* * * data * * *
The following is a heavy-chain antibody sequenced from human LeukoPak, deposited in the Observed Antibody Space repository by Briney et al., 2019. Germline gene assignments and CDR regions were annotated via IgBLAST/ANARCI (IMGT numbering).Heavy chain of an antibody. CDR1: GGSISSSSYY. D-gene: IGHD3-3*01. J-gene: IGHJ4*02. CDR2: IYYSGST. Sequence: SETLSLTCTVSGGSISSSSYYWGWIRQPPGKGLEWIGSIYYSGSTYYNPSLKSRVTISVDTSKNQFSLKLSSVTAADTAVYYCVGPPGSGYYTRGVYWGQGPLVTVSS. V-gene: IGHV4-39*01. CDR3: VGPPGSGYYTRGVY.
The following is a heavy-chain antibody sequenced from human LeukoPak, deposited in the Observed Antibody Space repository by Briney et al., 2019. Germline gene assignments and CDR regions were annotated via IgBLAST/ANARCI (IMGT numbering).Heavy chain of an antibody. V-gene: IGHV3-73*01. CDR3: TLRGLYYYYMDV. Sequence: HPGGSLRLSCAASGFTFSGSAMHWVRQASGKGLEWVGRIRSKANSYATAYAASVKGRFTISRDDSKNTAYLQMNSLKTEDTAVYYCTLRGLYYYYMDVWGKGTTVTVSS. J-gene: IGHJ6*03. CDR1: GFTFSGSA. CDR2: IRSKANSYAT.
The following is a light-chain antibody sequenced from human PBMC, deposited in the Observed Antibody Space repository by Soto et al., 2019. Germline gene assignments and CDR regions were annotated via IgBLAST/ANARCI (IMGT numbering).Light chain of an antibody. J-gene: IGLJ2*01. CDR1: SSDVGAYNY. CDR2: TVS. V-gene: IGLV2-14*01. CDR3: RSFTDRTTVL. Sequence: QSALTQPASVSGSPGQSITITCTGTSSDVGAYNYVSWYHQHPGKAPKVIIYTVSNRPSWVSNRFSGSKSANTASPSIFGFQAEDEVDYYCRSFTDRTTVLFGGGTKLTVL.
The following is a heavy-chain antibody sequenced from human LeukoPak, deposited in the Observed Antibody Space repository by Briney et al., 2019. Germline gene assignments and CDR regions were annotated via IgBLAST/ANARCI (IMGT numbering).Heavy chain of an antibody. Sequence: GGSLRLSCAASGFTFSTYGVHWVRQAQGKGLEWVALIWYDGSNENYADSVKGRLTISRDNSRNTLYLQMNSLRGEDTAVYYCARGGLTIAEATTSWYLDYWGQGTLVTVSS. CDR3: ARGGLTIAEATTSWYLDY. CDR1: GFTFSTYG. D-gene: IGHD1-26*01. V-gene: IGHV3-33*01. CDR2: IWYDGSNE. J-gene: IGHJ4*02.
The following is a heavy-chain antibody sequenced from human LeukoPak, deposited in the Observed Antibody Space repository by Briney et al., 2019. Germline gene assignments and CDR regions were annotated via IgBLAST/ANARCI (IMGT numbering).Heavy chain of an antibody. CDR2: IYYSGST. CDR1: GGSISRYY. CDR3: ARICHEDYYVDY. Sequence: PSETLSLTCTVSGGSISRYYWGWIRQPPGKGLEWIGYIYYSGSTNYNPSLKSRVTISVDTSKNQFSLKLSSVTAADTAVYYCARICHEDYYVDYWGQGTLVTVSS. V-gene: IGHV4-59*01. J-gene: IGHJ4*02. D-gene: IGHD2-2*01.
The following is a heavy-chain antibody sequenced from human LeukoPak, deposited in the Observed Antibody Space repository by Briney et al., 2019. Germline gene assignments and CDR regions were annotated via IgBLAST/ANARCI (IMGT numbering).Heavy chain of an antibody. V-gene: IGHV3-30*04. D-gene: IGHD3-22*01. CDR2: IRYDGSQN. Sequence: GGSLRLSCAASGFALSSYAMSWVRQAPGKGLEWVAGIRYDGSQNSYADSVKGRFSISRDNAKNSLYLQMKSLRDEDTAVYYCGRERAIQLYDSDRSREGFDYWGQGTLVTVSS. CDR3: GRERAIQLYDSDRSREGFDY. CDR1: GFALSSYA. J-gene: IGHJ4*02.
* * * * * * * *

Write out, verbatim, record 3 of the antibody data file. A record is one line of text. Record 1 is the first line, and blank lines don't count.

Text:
The following is a light-chain antibody sequenced from human PBMC, deposited in the Observed Antibody Space repository by Soto et al., 2019. Germline gene assignments and CDR regions were annotated via IgBLAST/ANARCI (IMGT numbering).Light chain of an antibody. J-gene: IGLJ2*01. CDR1: SSDVGAYNY. CDR2: TVS. V-gene: IGLV2-14*01. CDR3: RSFTDRTTVL. Sequence: QSALTQPASVSGSPGQSITITCTGTSSDVGAYNYVSWYHQHPGKAPKVIIYTVSNRPSWVSNRFSGSKSANTASPSIFGFQAEDEVDYYCRSFTDRTTVLFGGGTKLTVL.